I am finally back in the States, after a harrowing (yes, harrowing) journey involving three countries, three planes, an absurd number of long lines and security checks (including a guard who demanded to know why I was ‘stationed’ in Denmark and was their food better than ours?), a disheartening delay in D.C., and twenty-six hours without sleep, followed by three transfers by car to finally arrive at my parent’s house in the mountains … two days later. 

I do not recommend my cheap travel habits. Especially when transporting half your worldly possessions and an exhausted, crying child across the Atlantic with you. This dawned on me (as it always does) when the pilot who was supposed to be taking us on the last leg of our journey said, “Yeah, I just talked to my buddy, who is flying the plane you need. It had to have maintenance before its last trip, and now it’s on its way to Detroit.”

And then, a few hours later, after hauling my carry-on (of bricks) up a flight of stairs to board the tardy plane, I was told that I couldn’t take it with me because “wheeled luggage isn’t allowed.” 

“But it’s all breakables!” I protested.

“Sorry, lady.”

I stood there for a moment beside my forlorn five-year-old, blocking the point of entry for all other passengers, dumbfounded, exhausted, on the verge of laughing hysterically or kicking someone in the shins. Instead I tripped, fell on top of all my breakables, and started crying. The embarrassed attendant awkwardly stammered, “I’ll take it back down for you,” and hightailed it out of there, and I somehow managed to find my seat without terrifying anyone else (minus the man whose foot I had previously run over with my ‘wheeled luggage’- whoever you are, I am genuinely sorry. I would have apologized had any of this registered before now).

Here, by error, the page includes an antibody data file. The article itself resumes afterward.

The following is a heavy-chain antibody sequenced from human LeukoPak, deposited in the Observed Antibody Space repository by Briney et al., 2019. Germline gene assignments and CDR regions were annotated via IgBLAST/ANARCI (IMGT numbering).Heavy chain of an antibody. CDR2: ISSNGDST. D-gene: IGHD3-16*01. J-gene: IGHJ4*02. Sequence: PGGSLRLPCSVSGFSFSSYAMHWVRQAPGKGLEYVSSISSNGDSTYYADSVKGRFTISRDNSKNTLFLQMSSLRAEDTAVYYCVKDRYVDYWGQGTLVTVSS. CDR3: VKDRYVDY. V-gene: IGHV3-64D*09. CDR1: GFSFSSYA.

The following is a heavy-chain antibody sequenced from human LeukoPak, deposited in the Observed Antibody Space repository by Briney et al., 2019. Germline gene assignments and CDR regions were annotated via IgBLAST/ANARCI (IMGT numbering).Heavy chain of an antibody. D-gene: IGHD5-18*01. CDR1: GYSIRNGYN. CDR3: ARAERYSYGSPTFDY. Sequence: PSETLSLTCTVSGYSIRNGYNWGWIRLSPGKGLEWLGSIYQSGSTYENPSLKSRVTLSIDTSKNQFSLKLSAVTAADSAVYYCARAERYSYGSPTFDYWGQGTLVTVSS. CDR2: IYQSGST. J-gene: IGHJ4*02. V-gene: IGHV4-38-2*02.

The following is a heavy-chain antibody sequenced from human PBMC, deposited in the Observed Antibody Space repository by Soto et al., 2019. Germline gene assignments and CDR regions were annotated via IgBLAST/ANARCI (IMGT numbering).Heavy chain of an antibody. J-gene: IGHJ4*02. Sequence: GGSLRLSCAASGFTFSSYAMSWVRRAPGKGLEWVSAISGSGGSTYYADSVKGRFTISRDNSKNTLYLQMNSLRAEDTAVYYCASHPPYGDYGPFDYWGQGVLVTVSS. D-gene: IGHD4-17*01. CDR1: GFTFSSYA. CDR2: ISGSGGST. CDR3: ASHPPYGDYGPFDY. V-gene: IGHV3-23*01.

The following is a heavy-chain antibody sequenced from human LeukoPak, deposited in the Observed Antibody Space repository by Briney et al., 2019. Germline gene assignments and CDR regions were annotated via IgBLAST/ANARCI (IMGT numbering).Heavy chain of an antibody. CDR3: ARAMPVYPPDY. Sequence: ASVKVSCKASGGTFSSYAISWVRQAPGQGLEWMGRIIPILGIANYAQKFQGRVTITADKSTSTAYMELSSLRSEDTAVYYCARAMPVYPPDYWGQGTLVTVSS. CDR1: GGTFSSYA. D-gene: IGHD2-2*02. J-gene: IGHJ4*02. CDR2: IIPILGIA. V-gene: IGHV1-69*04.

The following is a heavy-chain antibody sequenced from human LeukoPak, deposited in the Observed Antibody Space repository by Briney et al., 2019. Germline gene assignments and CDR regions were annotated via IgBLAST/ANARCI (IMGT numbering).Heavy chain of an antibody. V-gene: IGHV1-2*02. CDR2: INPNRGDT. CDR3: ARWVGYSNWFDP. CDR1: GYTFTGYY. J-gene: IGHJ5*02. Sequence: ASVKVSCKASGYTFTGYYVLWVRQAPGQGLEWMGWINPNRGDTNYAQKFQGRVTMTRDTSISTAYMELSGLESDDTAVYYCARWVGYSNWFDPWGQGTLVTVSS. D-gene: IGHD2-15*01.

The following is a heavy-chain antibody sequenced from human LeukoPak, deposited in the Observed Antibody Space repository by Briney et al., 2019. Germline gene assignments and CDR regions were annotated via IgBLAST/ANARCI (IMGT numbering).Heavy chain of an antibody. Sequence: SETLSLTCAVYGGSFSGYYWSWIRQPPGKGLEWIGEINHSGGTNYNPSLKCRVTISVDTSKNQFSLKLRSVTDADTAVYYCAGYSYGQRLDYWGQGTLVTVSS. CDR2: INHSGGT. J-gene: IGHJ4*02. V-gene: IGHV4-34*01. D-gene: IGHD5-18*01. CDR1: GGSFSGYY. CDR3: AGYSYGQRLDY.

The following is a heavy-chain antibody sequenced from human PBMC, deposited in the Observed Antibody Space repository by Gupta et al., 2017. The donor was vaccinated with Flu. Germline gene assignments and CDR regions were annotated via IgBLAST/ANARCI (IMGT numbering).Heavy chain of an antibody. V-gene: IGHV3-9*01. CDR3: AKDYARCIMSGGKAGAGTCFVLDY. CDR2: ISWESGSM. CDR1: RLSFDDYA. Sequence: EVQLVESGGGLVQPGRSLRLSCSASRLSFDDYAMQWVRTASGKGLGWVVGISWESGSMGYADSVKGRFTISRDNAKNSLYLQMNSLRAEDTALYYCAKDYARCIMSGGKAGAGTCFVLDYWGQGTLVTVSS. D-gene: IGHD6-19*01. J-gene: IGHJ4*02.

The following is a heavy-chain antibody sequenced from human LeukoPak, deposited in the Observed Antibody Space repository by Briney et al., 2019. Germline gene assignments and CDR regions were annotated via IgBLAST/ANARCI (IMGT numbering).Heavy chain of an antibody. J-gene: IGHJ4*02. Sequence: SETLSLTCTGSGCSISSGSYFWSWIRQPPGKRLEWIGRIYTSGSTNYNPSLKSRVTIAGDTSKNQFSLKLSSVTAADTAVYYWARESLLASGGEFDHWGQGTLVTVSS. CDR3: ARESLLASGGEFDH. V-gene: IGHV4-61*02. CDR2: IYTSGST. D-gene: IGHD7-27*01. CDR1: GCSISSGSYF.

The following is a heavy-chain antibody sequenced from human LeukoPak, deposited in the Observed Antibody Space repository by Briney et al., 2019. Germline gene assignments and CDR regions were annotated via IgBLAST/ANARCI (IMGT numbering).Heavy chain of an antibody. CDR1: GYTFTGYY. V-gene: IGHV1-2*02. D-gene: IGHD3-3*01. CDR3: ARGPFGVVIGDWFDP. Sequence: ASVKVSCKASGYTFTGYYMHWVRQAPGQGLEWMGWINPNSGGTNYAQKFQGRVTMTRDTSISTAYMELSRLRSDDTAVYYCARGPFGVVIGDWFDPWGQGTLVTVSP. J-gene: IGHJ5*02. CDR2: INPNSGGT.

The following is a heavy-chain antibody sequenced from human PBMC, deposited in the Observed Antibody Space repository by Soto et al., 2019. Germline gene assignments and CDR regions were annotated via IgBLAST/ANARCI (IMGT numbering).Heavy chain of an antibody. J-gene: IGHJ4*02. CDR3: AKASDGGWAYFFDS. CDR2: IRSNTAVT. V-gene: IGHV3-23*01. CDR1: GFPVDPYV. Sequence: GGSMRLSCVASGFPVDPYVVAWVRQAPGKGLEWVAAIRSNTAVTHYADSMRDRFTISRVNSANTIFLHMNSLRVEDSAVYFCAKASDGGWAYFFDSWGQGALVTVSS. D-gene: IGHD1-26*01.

It was a fantastic day.
A week later, and I am still recovering.


Our first week home has been a festival of welcome-home meals, a birthday party for my now six-year-old son, and a post-wedding cookout to make up for a previously missed celebration … The opposite of my last week in Denmark, spent having farewell dinners and hyggelig eftermiddagskaffe & kage with Danish friends. 

I am so happy to be home again with my family.
I dearly miss my friends across the Atlantic.

The many goodbyes brought to mind what a beautiful, nomadic, uprooted two years it has been.

We have lived out of hotels, hostels, B&B's, and apartments that have been much too large and much too small. We have been hosted by friend, family, and stranger, been immersed in a multicultural sea of people, food, and temperature, and found ourselves hopelessly lost in foreign countries. We have explored.

Even more, we have learned things about ourselves we never knew – like what a beautiful, growing thing it is to adjust to a new culture, and what a beautiful, freeing thing it is to live without things you once took for granted. 

You stand outside your own comfort zone and you let yourself take it all in – this place, this culture, that person, their language, this moment.

And you miss it, when you’re gone.


  1. I'm happy you are home.

    Hopefully I can see you someday. :)

    Hold on to your awesome adventures.

  2. I just wanted to let you know that you have been an inspiration to me. My husband and I and our three little boys are in the process of downsizing so we can move from the States to Scotland. I've been afraid of letting go of my things and my familiar, but after reading about your adventure in Denmark, I'm getting more excited about the adventures we will have and how our lives will change in a good way. Thanks for writing! Can't wait to see where you end up next!


( hippies always welcome )